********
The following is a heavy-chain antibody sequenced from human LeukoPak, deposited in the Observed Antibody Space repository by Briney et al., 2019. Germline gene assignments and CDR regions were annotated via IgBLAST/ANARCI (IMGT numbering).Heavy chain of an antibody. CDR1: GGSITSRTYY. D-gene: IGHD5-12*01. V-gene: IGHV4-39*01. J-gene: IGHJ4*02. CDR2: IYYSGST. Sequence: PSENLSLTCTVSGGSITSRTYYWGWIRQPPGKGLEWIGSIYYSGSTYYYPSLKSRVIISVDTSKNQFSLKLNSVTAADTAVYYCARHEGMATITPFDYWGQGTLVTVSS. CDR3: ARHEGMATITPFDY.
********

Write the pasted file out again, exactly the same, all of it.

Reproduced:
The following is a heavy-chain antibody sequenced from human LeukoPak, deposited in the Observed Antibody Space repository by Briney et al., 2019. Germline gene assignments and CDR regions were annotated via IgBLAST/ANARCI (IMGT numbering).Heavy chain of an antibody. CDR1: GGSITSRTYY. D-gene: IGHD5-12*01. V-gene: IGHV4-39*01. J-gene: IGHJ4*02. CDR2: IYYSGST. Sequence: PSENLSLTCTVSGGSITSRTYYWGWIRQPPGKGLEWIGSIYYSGSTYYYPSLKSRVIISVDTSKNQFSLKLNSVTAADTAVYYCARHEGMATITPFDYWGQGTLVTVSS. CDR3: ARHEGMATITPFDY.